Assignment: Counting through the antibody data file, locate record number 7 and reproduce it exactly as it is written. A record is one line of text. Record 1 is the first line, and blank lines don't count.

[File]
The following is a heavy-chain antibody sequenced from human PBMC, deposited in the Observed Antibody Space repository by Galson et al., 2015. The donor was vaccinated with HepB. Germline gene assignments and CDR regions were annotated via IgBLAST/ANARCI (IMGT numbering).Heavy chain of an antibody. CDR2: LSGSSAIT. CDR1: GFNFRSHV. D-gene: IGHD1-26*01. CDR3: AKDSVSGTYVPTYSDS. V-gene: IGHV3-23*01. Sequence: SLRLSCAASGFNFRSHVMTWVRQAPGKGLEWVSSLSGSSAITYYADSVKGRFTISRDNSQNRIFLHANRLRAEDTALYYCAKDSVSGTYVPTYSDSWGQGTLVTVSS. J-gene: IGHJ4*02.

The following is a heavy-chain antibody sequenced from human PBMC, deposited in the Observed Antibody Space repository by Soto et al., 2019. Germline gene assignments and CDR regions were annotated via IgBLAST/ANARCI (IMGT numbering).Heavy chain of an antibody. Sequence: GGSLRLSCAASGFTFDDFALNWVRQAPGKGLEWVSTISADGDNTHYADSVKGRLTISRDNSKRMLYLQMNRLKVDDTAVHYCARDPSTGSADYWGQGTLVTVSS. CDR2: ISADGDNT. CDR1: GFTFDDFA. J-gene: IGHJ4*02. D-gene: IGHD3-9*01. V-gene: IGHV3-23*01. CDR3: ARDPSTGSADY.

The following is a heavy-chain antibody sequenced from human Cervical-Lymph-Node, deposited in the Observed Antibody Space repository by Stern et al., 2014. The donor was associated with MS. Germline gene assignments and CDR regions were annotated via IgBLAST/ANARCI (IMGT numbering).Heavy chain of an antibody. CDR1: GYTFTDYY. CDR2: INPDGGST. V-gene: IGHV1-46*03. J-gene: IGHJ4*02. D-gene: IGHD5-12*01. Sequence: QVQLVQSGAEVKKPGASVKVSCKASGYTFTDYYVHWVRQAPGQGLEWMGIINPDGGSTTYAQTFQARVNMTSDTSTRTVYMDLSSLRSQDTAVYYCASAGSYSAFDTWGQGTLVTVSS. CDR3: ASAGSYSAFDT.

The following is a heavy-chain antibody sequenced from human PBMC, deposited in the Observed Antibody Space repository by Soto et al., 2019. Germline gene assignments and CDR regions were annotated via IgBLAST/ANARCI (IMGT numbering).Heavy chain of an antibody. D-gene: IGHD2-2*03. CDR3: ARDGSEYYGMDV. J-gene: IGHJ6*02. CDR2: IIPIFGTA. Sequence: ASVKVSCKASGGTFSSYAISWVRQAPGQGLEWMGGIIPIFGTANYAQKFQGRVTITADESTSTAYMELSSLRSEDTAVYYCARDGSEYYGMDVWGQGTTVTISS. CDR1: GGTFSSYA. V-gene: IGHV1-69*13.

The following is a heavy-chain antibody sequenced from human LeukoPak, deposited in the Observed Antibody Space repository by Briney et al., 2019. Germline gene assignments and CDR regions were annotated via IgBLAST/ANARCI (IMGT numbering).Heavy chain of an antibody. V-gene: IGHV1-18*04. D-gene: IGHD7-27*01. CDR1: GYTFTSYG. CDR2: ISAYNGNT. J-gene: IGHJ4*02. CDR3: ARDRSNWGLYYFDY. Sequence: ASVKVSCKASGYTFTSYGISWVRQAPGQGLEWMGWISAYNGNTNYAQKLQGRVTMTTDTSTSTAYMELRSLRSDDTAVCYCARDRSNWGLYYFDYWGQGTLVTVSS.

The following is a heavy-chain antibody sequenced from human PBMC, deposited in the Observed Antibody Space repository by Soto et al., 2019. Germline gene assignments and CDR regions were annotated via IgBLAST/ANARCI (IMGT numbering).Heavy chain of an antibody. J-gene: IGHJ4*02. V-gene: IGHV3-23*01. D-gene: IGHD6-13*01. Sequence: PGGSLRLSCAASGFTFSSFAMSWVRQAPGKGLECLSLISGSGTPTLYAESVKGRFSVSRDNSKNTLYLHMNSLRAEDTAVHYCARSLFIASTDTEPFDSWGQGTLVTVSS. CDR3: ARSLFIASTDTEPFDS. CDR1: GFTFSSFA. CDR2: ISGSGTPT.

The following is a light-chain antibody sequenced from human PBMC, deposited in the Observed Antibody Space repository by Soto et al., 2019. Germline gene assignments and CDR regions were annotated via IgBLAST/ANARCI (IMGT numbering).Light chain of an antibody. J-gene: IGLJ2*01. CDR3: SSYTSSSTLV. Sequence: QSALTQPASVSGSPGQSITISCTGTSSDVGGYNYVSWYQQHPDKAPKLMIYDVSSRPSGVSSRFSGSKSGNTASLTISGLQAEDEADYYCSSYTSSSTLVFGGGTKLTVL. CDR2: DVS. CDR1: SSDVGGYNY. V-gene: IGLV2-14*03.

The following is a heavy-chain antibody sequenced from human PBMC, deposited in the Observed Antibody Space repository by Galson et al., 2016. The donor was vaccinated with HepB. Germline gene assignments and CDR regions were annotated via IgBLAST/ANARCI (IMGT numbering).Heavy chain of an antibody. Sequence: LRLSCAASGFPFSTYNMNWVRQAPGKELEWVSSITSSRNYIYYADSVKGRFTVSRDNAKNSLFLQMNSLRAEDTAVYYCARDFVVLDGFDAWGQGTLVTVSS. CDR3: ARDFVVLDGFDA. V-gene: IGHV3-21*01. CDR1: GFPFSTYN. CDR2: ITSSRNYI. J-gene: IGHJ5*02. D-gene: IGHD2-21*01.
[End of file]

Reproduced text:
The following is a light-chain antibody sequenced from human PBMC, deposited in the Observed Antibody Space repository by Soto et al., 2019. Germline gene assignments and CDR regions were annotated via IgBLAST/ANARCI (IMGT numbering).Light chain of an antibody. J-gene: IGLJ2*01. CDR3: SSYTSSSTLV. Sequence: QSALTQPASVSGSPGQSITISCTGTSSDVGGYNYVSWYQQHPDKAPKLMIYDVSSRPSGVSSRFSGSKSGNTASLTISGLQAEDEADYYCSSYTSSSTLVFGGGTKLTVL. CDR2: DVS. CDR1: SSDVGGYNY. V-gene: IGLV2-14*03.